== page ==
by Michelle Shapiro Abraham
Director of program development for the URJ’s Campaign for Youth Engagement, Michelle Shapiro Abraham, is a 2015 recipient of the prestigious Covenant Award for Excellence in Jewish Education. Here, she draws on her extensive experience to offer this sound advice to educators and congregational leaders.
Every day I feel honored and humbled by the blessing of my work. Creating youth engagement opportunities for the URJ takes me from synagogues, classrooms, and offices, to camps, retreats, conferences, and preschool programs. The settings are varied but the goal is the same. Our purpose as Jewish educators is to connect, empower, and partner. To do this, we need to think beyond and between the traditional boundaries of formal and informal, children and adults, school and camp, and simply look for the best ways to touch minds, souls, and hearts.
- Be intentional: When leaders at URJ Henry S. Jacobs Camp realized they weren’t reaching their Jewish education goals with a daily learning hour, they scrapped that model and started experimenting with integrating Jewish learning into other activities. Don’t let assumptions hold you back and lock you into models that don’t work. Instead, throw all the pieces back on the drawing board, figure out what you want to accomplish, and build anew.
- Integrate, combine, and blur: Educators often schedule activities into organized boxes – “This is when we do art, this is when we learn Judaism, and this is when we eat lunch.” – but specialty camps URJ 6 Points Sci-Tech Academy and URJ 6 Points Sports Academy have taught me that living communities do better when they let go of those labels. With confident and properly trained staff, the best Jewish learning can take place while campers chat in the bunk or even build a Rube Goldberg machine together. Success happens when each person knows the goals, feels confident doing her part, and then lets the entire environment teach.
- If it doesn’t feel right, it probably isn’t: I had been working with a camp for three years on their approach to Jewish life when one staffer admitted to me that using “Jewish Teachable Moments” (adding Jewish text or stories into regular camp moments) felt forced and unnatural, an opinion apparently shared by most of the counselors. From this experience, I learned that if the Judaism doesn’t feel organic and natural to those doing the teaching, it won’t feel organic or natural to those doing the learning. Educational content needs to be lived, not just taught. Techniques to ensure a shared vision include involving staff in the creation process, keeping the lines of communication open during the program, and sometimes being willing to scrap the program if it isn’t working. Which brings me to the next point…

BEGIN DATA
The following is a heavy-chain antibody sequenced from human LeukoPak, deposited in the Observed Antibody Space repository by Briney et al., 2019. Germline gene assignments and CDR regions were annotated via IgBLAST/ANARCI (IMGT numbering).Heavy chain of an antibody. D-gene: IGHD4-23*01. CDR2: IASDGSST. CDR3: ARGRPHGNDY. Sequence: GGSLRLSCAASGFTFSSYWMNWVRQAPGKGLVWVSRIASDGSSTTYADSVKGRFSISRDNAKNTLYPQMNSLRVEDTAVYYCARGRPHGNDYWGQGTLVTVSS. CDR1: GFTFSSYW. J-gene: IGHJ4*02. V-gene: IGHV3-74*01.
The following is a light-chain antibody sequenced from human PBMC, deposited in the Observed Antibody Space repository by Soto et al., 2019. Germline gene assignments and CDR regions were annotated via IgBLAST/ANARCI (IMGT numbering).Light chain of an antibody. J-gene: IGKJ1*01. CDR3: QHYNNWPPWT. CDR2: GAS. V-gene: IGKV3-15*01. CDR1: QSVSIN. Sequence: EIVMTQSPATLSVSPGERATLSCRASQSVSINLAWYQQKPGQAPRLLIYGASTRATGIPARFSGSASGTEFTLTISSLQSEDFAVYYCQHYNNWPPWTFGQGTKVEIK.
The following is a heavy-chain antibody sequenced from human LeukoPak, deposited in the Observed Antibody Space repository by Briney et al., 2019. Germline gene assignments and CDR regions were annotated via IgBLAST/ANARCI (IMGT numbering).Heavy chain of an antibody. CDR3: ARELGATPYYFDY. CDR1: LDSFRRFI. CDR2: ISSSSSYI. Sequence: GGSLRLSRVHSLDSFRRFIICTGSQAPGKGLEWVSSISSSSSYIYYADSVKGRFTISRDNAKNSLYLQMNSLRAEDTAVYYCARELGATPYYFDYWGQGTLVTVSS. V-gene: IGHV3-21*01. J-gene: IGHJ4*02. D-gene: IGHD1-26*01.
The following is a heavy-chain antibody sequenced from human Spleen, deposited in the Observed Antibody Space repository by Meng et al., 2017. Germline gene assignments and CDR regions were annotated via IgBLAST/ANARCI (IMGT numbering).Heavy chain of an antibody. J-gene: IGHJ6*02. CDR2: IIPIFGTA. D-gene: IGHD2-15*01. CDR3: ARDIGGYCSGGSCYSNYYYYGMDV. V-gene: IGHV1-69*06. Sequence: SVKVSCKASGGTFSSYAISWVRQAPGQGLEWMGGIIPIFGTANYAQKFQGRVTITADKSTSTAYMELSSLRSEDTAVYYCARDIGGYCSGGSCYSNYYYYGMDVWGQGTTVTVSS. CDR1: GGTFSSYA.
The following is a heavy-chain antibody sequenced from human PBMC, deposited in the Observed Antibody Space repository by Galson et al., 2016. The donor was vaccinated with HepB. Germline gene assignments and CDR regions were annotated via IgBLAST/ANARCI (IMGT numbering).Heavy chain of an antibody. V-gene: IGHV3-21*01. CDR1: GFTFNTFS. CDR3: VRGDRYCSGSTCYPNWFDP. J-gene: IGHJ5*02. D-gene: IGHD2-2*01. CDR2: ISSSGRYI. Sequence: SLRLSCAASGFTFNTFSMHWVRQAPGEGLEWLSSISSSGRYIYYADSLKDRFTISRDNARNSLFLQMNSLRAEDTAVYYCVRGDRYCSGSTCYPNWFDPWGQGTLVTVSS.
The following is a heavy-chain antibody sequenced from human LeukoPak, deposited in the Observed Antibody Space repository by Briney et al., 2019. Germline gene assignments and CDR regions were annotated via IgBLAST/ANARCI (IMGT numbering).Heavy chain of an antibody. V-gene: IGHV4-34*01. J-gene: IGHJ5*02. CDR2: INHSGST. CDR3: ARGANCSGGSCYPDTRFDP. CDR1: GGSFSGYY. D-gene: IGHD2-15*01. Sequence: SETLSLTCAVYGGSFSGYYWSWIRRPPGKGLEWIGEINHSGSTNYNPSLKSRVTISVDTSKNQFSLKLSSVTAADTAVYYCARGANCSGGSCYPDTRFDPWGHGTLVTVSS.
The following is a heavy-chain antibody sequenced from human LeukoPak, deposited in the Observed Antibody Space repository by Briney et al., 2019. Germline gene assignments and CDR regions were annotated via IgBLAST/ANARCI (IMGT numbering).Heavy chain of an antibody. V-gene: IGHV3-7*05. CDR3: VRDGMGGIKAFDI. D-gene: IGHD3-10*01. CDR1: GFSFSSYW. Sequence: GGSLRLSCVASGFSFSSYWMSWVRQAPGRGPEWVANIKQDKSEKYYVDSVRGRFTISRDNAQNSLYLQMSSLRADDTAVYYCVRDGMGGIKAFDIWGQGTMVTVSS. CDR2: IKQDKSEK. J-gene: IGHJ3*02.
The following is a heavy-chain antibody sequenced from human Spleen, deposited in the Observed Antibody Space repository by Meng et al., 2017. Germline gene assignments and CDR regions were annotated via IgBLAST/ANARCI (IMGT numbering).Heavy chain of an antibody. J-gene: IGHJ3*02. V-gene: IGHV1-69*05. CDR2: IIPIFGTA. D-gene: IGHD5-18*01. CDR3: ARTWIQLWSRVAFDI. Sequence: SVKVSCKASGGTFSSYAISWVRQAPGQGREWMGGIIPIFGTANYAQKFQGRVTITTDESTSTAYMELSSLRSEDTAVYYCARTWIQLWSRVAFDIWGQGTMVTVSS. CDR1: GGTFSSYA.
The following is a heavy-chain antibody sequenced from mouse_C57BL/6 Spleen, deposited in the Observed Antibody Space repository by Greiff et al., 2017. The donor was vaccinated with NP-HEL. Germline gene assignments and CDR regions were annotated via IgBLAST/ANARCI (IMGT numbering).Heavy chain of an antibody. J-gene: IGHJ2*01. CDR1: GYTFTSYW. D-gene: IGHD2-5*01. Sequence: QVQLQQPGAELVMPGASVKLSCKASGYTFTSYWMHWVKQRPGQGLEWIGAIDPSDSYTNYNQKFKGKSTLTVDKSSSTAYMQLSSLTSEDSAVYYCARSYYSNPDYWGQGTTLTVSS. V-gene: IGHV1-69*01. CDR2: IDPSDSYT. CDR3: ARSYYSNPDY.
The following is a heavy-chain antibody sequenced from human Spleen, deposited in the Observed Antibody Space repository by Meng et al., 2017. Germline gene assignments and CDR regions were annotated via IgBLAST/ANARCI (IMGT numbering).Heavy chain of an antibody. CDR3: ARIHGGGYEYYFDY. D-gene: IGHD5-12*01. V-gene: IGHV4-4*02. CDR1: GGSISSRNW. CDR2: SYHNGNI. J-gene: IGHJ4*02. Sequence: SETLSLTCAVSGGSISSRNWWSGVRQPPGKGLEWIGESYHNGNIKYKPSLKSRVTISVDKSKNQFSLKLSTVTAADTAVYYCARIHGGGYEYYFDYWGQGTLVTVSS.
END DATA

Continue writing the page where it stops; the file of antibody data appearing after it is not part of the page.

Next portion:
- Don’t get too attached; everything is an experiment: Every new educational initiative is an experiment. I once began a new approach to high school education wherein students picked their own classes from a list of offerings – but the teens soon complained that they never saw their friends anymore. The next year, we cut down the number of classes and added a monthly social gathering to build up the community we’d apparently broken down – but the teens said they wanted more academic classes, so we changed those monthly social gatherings to academic classes. Two years later, the teens wanted a “campier,” more social experience, so we changed the class offerings to cooking and art with Jewish framing.
Moral of the story? No program, schedule, curriculum, or course of study is so perfect that it can’t be improved upon. Add to the mix that what works for one group of kids may not work for the next, and it’s clear that flexibility is key to success.
- There’s nothing new under the sun and your idea is the best ever: I was once writing a curriculum that I eagerly shared with my father-in-law, a rabbi, who read through it and told me proudly that he ran programs just like mine in the 1970s. As he described those programs, I had to admit: They sounded pretty good! He taught me that no matter how amazing a new idea may seem, someone has likely already tinkered with a similar idea. That’s not to say that seemingly new ideas are any less amazing, but rather that we’re not alone on our journey as educators. Each of us stands on the shoulders and in the company of other amazing educators who have plenty to teach us.
- Don’t shy away from ideas that sounds impossible: Sometimes, the craziest, out-of-the-box, insane idea is just what’s needed. Case in point: When Temple Sholom in Scotch Plains, N.J., sought to improve its once-a-year, grade-based family education program, the rabbi suggested the congregation drop its entire religious school curriculum for a wholly new trimester-based model in which all of the kids and adults in the community would study the same topic at the same time. Even I stared at the rabbi – my husband! – in disbelief, but after a few months of meetings, think tanks, and focus groups, the congregation followed his lead… and the new model transformed our community and its approach to Jewish learning for the better. Indeed, sometimes the impossible turns out to be the truly amazing!